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The U.S. leaves the Paris Accord: energy policy hangs on the election outcome

U.S.-leaves-the-Paris-accord-climate-policy-hangs-on-the-election-outcome

Yesterday, the United States (the U.S.) became the first and only country to withdraw from the Paris Climate Accord. With the unknown outcome of the presidential race, climate and energy policies hang on the results.

The U.S. leaves the Paris Accord

According to a Washington Post analysis, the U.S. formal exit from the global agreement to combat climate change and reduce CO2 emissions was the only specific action within the presidential race’s ambiguity.

Furthermore, the withdrawal marked a slight certainty point regarding the future of U.S. environmental and energy policies.

With a Republican win, Donald Trump would not let the country commit to international climate change efforts. On the contrary, Mr. Trump would support fossil fuel promotion since that would represent a path towards energy security; the analysis adds.

On the other hand, Joe Biden has recognized that climate change and global warming are “existential threats to humanity” through his campaign. The Democratic candidate has also said several times that if elected, he would immediately rejoin the Accord.

However, analysts consider that even with a win in the White House, Mr. Biden would face a deeply divided Congress to address his $2 trillion investment plans for a greener nation by 2035.

Anyways, scientists agree November 3rd election outcomes could result in more years of the U.S.’s stagnation on climate action. In their words, that’s something the planet can no longer afford.

Possible scenarios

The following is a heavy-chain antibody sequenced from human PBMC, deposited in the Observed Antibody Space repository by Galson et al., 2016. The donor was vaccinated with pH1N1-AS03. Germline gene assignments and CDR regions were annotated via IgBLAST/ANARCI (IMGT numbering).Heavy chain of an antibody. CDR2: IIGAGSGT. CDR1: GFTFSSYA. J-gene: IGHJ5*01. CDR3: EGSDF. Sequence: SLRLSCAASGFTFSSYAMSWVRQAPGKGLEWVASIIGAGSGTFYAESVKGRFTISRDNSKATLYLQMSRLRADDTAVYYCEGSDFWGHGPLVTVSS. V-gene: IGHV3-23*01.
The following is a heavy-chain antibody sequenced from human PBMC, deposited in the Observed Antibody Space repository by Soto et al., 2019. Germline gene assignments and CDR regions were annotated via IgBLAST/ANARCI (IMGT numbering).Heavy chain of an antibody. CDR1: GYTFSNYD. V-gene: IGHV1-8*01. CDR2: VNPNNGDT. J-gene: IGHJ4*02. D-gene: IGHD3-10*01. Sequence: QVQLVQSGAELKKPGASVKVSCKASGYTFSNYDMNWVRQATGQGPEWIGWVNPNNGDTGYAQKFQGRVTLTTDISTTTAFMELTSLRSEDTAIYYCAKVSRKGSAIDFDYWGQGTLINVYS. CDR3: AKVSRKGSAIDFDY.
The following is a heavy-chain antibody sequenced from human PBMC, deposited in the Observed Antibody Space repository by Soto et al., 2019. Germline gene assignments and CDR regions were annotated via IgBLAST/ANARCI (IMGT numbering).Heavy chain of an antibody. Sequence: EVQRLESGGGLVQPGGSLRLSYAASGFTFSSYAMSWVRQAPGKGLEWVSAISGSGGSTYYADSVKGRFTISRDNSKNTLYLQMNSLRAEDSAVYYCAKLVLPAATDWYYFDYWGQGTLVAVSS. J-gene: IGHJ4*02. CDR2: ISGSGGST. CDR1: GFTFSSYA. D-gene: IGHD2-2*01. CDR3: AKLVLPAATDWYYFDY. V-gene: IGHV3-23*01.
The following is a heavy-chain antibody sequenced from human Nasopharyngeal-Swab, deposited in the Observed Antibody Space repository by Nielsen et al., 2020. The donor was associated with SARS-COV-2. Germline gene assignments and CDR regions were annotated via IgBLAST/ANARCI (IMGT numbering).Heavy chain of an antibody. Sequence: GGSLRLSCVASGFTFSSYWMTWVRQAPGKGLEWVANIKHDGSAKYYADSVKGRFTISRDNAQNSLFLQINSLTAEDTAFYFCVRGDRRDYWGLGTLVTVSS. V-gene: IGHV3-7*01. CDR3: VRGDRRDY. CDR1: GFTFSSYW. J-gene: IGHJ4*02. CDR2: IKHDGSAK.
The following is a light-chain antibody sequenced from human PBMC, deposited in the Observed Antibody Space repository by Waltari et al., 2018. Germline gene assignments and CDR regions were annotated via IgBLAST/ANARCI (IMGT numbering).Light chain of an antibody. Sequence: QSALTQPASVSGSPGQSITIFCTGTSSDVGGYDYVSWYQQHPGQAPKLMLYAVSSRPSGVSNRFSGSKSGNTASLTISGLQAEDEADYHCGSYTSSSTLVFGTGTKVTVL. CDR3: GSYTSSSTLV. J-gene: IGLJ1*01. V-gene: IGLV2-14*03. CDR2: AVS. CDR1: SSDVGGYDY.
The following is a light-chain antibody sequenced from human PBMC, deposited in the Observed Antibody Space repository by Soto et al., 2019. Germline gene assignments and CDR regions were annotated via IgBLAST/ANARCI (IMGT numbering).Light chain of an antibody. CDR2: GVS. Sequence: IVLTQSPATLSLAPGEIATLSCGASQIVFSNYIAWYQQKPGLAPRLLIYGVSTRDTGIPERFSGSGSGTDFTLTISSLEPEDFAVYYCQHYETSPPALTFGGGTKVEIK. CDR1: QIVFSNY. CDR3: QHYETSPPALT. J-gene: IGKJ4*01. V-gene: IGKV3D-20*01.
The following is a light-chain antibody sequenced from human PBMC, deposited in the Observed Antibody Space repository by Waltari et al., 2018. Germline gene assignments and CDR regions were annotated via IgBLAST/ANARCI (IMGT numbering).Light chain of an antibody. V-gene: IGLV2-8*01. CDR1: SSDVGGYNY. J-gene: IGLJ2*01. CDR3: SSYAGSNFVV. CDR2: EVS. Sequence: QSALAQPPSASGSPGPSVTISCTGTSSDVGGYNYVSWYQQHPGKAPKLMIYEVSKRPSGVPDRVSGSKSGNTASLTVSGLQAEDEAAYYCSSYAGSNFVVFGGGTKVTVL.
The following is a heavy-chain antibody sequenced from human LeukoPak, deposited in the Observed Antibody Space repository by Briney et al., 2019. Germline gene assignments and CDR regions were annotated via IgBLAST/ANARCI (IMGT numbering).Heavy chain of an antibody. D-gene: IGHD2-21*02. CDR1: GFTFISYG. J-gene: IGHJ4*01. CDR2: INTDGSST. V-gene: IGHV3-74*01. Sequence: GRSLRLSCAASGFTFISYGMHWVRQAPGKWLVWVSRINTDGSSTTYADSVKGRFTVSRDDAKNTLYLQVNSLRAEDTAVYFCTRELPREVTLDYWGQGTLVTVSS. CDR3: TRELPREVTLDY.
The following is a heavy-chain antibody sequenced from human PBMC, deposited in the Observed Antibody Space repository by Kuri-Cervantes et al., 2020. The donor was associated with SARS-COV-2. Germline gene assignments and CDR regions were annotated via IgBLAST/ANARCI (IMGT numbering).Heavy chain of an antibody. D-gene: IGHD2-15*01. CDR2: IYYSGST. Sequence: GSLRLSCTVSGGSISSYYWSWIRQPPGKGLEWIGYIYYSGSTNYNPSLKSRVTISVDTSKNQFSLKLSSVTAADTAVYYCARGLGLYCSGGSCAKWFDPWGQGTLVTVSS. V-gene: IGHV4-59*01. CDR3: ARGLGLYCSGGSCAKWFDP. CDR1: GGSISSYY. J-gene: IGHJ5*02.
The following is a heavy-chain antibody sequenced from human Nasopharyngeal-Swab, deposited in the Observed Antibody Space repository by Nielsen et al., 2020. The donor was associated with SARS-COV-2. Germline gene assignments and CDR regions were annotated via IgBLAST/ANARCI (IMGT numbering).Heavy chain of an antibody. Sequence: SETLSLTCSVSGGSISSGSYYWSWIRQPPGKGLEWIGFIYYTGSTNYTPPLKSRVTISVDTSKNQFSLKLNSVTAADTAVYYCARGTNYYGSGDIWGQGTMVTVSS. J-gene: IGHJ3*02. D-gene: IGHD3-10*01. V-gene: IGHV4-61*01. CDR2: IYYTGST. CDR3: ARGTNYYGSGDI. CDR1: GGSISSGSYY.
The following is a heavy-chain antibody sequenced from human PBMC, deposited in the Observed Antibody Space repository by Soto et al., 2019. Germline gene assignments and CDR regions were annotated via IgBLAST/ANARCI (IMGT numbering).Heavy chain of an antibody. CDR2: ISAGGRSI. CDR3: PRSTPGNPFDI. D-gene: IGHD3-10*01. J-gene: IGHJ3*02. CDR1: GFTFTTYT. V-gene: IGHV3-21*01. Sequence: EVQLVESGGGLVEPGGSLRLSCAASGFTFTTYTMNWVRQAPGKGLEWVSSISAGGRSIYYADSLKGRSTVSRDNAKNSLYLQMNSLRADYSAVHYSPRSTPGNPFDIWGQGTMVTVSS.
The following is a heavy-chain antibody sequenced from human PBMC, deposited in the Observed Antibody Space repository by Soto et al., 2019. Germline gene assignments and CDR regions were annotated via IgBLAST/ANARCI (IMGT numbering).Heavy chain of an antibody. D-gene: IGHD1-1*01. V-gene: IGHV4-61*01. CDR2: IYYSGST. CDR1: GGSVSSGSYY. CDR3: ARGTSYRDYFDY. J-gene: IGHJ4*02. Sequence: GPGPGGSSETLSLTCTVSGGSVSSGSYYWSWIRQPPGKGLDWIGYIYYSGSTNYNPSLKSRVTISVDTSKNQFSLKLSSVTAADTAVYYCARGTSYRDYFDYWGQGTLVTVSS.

According to researchers, both election outcomes, with Mr. Trump or Mr. Biden, won’t significantly change global warming’s scientific reality.

Therefore, human activity and fossil fuels are warming the Earth already at an alarming pace.

If the world goes beyond a 2 degrees Celsius greenhouse emissions (GHG) rate, the planet’s ecosystems will suffer irreparable harm, scientists add.

The Rhodium Group estimates that the U.S. would need to cut its emissions by 43% over the next decade to meet a neutral zero-emissions status by 2050. In that regard, several countries such as Japan, South Korea, or European Union members have committed to achieving that goal.

In the Accord, the U.S. committed to lowering its carbon emissions to 28% below 2005 by 2025. The country already cuts its emissions by 20-27%.

Possibly of your interest: Biden on fracking: bans are not the answer, so he would invest $2 trillion in the energy transition

Mr. Trump and Mr. Biden would follow significantly distinctive paths regarding energy policies and climate change actions. For instance, Trump would rely on fossil fuels for decades, experts foresee.

On the contrary, Biden would support an energy transition by reducing subsidies to the oil and gas industries. These actions look to make deep cuts in the country’s GHG in the near term.

Recommendations

Given Wednesday’s electoral results, the Republican Party (GOP) will retain a Senate’s high control. In that sense, a Biden administration would probably face opposition to a future climate bill proposal.

Experts observe that Biden’s $2 trillion plan would require the cooperation of both chambers. The program includes companies’ requirements to use clean energy, incentives to citizens to buy more electric vehicles (EV), and a substantial money injection to build cleaner infrastructure.

In that sense, if Mr. Biden is elected, analysts recommend him to use his authority to appoint climate-aware officials and to enact energy policies and restrictions on carbon pollution and oil and gas drilling.

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